You can take the easy way out when the going gets tough in your relationship (and you should if you don’t love your partner anymore), but there’s plenty of value and payoff in saving your relationship. How you do that is up to you — there no right or wrong ways. Yet, these tips on putting the pieces of shattered partnership back together are a great place to start.
When you’re not positively connecting with your partners, it’s easy to concentrate on their negative behaviors. For example, they’re falling short and letting you down (and annoying the hell out of you while at it).
“The trap within this mindset is that it focuses on what the other partner is doing or failing to do, but doesn’t make the individual accountable to their own choices and behaviors,” explains Anna Osborn, a licensed marriage and family therapist in California.
“Doing a gut check on how you as an individual are showing up in the relationship and being willing to admit it can have a profound positive impact on the relationship. It can also help couples make communication safer by demonstrating admission of mistakes and work together to create change without it held against them.”
Most couples consider calling it quits because feelings have changed, and don’t realize emotions are supposed to change. No one is the same at the beginning of a relationship as a few years later. But shared values, like affection, quality time, fiscal responsibility, and loyalty, are what hold a healthy relationship together. When couples work together in pursuit of these values, they’re more likely to re-experience positive feelings toward one another.
Clinical psychologist Dr. Jill Gross says, “When couples feel out-of-sorts, it’s because either their values are changing and they aren’t talking about it with each other — sometimes because they aren’t aware of these changes themselves — and because they aren’t spending time consciously living their values.”
If this sounds like what’s going on in your rocky relationship, Dr. Gross recommends a few strategies.
Find a list of values (easily found with a Google search, she says) and talk about the top five values.
Of the five values, identify one or two that you in common. Once you determine these values, brainstorm something you can do together in service of these values. “For example,” says Dr. Gross, “if [you] both notice that affection is on the top of your values list, I encourage [you] to get creative about setting aside a regular, prescribed amount of time dedicated solely to the practice of giving and receiving affection.”
If you find you have no common values in your respective top-five lists, Dr. Gross encourages seeking outside assistance (relationship coaching or couples counseling) to help dig a little deeper for creative ways to pursue your common values together.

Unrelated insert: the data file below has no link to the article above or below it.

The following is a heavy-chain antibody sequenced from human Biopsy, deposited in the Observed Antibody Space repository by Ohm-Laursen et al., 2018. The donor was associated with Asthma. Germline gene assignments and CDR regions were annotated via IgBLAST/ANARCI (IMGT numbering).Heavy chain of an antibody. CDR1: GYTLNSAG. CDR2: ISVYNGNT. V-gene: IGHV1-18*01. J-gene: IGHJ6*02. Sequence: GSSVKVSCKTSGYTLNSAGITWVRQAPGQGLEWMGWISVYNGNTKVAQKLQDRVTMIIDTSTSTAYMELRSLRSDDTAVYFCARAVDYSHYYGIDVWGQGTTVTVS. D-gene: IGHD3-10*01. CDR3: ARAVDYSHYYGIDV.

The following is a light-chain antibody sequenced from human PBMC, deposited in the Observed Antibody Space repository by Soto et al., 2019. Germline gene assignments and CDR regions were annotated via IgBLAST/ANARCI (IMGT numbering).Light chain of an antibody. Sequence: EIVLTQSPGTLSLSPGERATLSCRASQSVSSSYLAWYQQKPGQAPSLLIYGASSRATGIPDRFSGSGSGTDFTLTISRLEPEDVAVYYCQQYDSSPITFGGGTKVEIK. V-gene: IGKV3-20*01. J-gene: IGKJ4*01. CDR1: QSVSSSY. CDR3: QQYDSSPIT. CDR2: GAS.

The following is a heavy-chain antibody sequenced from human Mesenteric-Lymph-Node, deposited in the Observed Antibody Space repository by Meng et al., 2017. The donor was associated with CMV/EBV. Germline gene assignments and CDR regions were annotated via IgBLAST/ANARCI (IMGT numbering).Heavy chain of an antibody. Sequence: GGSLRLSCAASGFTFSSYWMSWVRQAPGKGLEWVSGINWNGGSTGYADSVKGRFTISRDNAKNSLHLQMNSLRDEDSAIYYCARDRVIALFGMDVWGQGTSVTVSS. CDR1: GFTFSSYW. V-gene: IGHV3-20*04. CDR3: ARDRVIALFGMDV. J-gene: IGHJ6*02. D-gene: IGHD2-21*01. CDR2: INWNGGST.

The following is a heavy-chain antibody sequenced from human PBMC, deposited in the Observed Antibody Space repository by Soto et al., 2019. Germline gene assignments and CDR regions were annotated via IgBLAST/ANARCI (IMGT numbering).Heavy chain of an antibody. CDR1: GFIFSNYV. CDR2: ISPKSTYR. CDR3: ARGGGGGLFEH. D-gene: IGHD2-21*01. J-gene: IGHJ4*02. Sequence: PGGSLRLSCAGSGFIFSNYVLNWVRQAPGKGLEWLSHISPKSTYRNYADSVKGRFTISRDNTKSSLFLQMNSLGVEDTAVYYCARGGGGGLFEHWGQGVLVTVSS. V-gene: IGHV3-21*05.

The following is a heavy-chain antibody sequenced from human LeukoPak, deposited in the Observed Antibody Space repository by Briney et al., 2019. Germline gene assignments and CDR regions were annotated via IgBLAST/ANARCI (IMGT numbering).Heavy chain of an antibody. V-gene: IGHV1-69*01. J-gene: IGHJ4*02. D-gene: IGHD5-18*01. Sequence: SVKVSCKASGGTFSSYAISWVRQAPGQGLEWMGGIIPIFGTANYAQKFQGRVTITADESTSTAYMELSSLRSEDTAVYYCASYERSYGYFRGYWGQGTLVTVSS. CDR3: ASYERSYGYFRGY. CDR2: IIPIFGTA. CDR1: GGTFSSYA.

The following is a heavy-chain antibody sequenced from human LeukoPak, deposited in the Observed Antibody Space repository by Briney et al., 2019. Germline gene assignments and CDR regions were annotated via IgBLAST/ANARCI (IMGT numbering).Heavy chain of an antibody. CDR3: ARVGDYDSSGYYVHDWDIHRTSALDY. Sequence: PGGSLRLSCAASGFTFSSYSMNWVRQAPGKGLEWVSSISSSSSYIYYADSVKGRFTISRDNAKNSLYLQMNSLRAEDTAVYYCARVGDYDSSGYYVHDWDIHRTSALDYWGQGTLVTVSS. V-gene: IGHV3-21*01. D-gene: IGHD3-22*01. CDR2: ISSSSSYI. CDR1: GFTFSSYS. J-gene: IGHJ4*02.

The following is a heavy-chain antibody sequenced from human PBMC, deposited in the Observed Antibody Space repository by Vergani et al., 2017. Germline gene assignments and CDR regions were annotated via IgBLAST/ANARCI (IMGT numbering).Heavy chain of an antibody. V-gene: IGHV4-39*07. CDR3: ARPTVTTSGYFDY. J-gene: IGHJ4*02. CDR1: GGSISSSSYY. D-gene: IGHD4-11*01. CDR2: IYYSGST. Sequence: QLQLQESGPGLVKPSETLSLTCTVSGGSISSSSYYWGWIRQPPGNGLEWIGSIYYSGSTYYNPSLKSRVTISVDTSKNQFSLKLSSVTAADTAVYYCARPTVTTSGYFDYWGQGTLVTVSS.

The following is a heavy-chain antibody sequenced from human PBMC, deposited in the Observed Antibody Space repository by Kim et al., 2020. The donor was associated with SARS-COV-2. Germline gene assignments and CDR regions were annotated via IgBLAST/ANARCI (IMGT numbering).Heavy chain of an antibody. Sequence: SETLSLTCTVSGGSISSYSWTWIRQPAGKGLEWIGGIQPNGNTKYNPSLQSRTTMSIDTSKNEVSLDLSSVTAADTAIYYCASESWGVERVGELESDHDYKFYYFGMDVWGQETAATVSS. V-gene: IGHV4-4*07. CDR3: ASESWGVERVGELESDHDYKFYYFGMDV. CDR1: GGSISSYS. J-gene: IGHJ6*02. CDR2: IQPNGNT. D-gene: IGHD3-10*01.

Not all couples can fix their issues on their own, and there’s absolutely no shame in that. An unbiased, highly trained third-party mediator may be what you need to make progress toward healing old wounds, especially if your attempts at home end up in arguments where nobody walked away appreciating what the other was trying to express. For this to work, however, you both have to be willing to take your sessions seriously while recognizing how effective therapy can be and how crucial it may be to your relationship’s survival.
To make the most of your time and money (couple’s therapy isn’t a drop in the bucket financially), go in with open minds and listen to what each other is conveying during the sessions rather than assuming attack positions right off the bat. The latter won’t accomplish anything except building more resentment at $100-plus an hour.
Whenever my boyfriend and I eye aren’t seeing eye-to-eye (or just getting on each other’s nerves on a more frequent basis than usual), I like to plan a getaway to forget about whatever’s going on at home and work and spend a couple of days reconnecting. Our fighting doesn’t mean we don’t love each other anymore — quite the opposite, in fact. The moments of heated passion said we love each other enough to spar about whatever’s driving us crazy, and sometimes a few days unplugged, focusing on the relationship help get us back on track.
Many of us — gay men, especially — like to talk at, instead of listening to, our partners. We think we’re right about everything (seriously, what’s that about?). Generally, we’re not (and many times we know it), so we allow our partners a chance to express their feelings? The mending process will move along much faster if we just shut our mouths every now and again.
“Ask your partners what they need, and tell them what you need,” advises relationship expert David Bennett, who owns the relationship coaching company Double Trust Dating and Relationships with his twin brother.
“Be honest and tell them they can be honest. In many cases, couples who’ve been together for years don’t know what the other needs to help make things work. It could be as simple as listening more, helping out more at home, or giving the partner more alone time. Research shows this important to the health of a relationship.
If neither partner can make an effort to work on meeting the needs, then it’s time to break up. However, a couple may find saving the relationship doesn’t take that much work.”
Mikey Rox is an award-winning journalist and LGBT lifestyle expert whose work has been published in more than 100 outlets across the world. He spends his time writing from the beach with his dog Jaxon. Connect with Mikey on Twitter @mikeyrox.
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